"This is an extraordinary time for our industry, and one of the toughest periods in the firm's history," Richard Fuld, Lehman's chief executive, said.
The investment bank has already taken $7 billion in credit-related write-downs and losses since the start of the global credit crisis.
World stocks, meanwhile, fell toward two-year lows on Wednesday as the problems faced by Lehman stoked concern that banks are struggling to rebuild capital and financial markets remain brittle.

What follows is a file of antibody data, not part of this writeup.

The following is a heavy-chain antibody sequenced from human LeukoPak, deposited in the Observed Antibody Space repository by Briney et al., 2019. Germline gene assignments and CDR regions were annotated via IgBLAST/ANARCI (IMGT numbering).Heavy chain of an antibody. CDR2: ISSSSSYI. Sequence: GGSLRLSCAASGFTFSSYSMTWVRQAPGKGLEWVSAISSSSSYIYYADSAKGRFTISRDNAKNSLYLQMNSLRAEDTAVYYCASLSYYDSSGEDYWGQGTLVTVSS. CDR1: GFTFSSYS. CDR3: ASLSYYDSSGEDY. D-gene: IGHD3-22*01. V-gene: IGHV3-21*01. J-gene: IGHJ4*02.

Anticipating continued market upheaval, Christian Jimenez, president of Imene Investment partners in Paris, said: "Lehman's meltdown won't probably be the last negative episode of this credit crisis."
"The consequences of the troubles in the banking system will continue to drag the economy, and stocks will stay in the doldrums for a while before we see any durable rebound."